Welcome to our 5-minute guide to Keston boiler problems.
If you’ve got a problem with your boiler, it should lock out and display a fault code. So below, we’ve covered the most common problems we’ve come across with Keston boilers, the error codes that are displayed, and what you can do next.
The most common Keston boiler fault, is low water pressure. The amount of water in your boiler and the pressure are directly connected. So, if you add water, you’ll also increase the pressure. You’ll be able to see this on the gauge that’s located on the front of your boiler.
The error codes for the low water pressure fault vary depending on the Keston model you have. For instance, it would be F1 on a S30 system boiler, and E44 on a C40 combi or C55 combi.
Boilers work best at 1.3 bar of pressure. If your boiler is currently well below 1 bar, there’s a good chance that low water pressure is the problem.
You need to determine if your boiler is losing pressure, or simply HAS low pressure. If it’s losing pressure constantly, there’s a leak in the heating system.
You’ll want to have a heating engineer find this leak before topping up the pressure. If you don’t, water could be leaking onto floorboards, plaster, and even boiler components.
Assuming you have either, found and fixed the leak, or you simply need to top up your boiler’s pressure, you’ll need to locate the external filling loop.
This a small braided hose that’s located below your boiler. There’s a valve on the filling loop that will allow water to enter your heating system. As you open it, you’ll see the pressure rise. Aim for 1.3 bar, but up to 1.5 bar is fine.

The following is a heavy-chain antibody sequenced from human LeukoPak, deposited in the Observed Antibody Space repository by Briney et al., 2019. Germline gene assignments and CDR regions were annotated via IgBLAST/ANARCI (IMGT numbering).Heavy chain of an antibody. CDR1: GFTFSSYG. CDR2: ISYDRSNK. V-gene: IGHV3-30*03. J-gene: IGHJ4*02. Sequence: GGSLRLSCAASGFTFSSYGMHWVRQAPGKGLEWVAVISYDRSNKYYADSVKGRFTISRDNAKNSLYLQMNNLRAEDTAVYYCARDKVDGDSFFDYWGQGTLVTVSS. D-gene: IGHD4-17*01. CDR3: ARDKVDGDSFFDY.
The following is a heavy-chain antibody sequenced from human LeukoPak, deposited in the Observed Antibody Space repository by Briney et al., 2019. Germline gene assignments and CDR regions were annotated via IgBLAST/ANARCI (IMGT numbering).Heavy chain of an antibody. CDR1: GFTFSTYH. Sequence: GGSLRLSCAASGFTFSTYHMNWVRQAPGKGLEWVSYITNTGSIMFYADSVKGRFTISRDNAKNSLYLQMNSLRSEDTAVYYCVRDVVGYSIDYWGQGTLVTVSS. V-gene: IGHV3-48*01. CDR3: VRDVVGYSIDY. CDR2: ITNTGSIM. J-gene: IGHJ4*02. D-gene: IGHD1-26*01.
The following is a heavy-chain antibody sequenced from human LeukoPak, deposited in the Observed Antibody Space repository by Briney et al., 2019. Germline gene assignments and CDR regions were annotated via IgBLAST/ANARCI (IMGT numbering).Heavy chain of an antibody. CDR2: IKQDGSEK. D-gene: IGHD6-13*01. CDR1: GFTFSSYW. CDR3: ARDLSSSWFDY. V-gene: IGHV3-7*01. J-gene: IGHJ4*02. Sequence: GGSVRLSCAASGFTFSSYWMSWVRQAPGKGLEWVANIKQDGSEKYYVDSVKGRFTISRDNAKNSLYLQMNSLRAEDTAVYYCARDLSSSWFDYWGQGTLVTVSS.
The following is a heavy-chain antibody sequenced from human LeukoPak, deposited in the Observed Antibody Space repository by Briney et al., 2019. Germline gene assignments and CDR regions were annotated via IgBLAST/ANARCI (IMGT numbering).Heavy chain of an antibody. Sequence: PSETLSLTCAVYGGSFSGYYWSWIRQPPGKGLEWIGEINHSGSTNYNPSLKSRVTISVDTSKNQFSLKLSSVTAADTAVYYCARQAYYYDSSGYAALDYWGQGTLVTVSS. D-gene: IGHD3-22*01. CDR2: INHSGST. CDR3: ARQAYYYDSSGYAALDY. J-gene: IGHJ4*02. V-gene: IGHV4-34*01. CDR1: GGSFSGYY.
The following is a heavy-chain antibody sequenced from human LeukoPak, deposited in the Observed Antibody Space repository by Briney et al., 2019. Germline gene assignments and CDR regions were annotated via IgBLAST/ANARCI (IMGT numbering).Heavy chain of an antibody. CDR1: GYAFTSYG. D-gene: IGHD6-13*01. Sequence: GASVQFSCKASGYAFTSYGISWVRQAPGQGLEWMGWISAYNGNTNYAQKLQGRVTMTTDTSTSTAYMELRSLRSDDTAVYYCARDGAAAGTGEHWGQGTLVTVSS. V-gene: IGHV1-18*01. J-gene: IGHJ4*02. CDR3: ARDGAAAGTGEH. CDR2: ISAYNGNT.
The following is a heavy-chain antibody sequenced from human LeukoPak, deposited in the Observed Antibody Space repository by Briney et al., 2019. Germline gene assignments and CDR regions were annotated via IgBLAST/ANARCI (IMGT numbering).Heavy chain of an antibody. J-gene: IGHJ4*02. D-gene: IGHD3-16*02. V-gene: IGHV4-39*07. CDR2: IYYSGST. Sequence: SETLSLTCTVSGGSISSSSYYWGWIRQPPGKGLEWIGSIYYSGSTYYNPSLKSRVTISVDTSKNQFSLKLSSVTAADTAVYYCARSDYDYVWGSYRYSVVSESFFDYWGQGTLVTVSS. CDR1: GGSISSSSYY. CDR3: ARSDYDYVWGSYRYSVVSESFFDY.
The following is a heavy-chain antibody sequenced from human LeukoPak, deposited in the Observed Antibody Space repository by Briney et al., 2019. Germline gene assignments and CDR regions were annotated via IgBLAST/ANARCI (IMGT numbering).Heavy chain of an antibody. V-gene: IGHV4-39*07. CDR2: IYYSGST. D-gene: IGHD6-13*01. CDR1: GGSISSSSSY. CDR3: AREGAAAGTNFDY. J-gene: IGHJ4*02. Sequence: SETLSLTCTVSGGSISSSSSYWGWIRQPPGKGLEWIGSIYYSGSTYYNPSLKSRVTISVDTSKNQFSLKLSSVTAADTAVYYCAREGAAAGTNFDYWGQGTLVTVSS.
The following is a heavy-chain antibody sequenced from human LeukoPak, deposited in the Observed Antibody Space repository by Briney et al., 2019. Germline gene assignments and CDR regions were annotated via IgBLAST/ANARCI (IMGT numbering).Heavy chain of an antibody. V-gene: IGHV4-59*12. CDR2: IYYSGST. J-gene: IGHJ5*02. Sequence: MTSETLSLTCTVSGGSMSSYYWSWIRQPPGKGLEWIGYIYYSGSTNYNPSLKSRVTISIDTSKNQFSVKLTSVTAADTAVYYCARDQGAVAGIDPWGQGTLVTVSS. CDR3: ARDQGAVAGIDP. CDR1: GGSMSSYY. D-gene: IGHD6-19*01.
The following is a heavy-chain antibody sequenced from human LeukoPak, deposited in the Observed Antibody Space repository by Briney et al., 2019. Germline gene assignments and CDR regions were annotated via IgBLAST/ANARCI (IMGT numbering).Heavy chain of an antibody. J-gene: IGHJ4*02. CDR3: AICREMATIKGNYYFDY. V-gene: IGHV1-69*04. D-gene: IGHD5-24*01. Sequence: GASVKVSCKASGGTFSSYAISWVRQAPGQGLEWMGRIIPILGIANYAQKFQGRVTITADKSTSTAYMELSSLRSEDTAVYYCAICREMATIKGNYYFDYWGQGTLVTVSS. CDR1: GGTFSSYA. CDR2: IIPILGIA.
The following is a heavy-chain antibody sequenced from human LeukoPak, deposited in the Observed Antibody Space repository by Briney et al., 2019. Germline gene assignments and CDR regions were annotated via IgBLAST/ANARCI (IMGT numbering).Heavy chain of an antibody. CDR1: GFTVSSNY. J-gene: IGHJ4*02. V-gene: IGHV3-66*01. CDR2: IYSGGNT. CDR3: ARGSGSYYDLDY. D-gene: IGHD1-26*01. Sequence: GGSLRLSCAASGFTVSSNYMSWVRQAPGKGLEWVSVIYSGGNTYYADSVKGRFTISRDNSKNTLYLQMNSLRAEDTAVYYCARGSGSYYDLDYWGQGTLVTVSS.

If you accidentally overfill your boiler, you can drain water (and pressure) from the system via the drain cock. If you can’t locate the drain cock, you can release pressure (and water) via the radiators using a drain key.
Remember to protect carpets and walls and have a container ready to catch the water that escapes.
If your pressure gauge is above 1.5 bar, or even worse, in the red area of the gauge, your boiler pressure is too high. Excess boiler pressure is unnecessary, especially as it causes excess strain on parts such as the heating pump’s seals and soldered copper joints.
On a Keston boiler you’ll expect to see the E40 fault code for combis such as the C36.
The first thing is the determine whether your boiler’s pressure is always high, or it’s rising during boiler operation. If it’s always too high, you need to reduce it.
If your boiler rises by 0.2-0.3 bar as it heats up, that’s normal. As parts heat up, they expand and that increases boiler pressure. It should drop as the boiler cools down.
A rise of 0.5-1 bar might indicate that the auto air vent or pressure release valve have failed. These are designed to release excess pressure. So, if they fail, that pressure is going to be sealed in the system.
For boilers that rise dramatically in pressure during operation, you’ll need to get a Gas Safe engineer to inspect the air vent and PRV.
However, if your boiler doesn’t rise in pressure during operation significantly, you’ll need to remove pressure (and water) from the system. It’s simply been overfilled.
Pressure can be released via the heating drain cock. If you can’t find the drain cock in your property, the easy solution is to drain water via the radiators.
Each radiator has a bleed valve. By using a bleed key, you’ll be able to release water and reduce the pressure. Aim to get the pressure to 1.3 bar when cold. If you drain too much water from the system, you can simply top up the water using the external filling loop on your boiler.
If the problem with your Keston boiler relates to it not firing up, it’s likely there’s a fault with your fan. You’ll see a F3 error code on a S30 system boiler, and E05 fault on a C36 combi.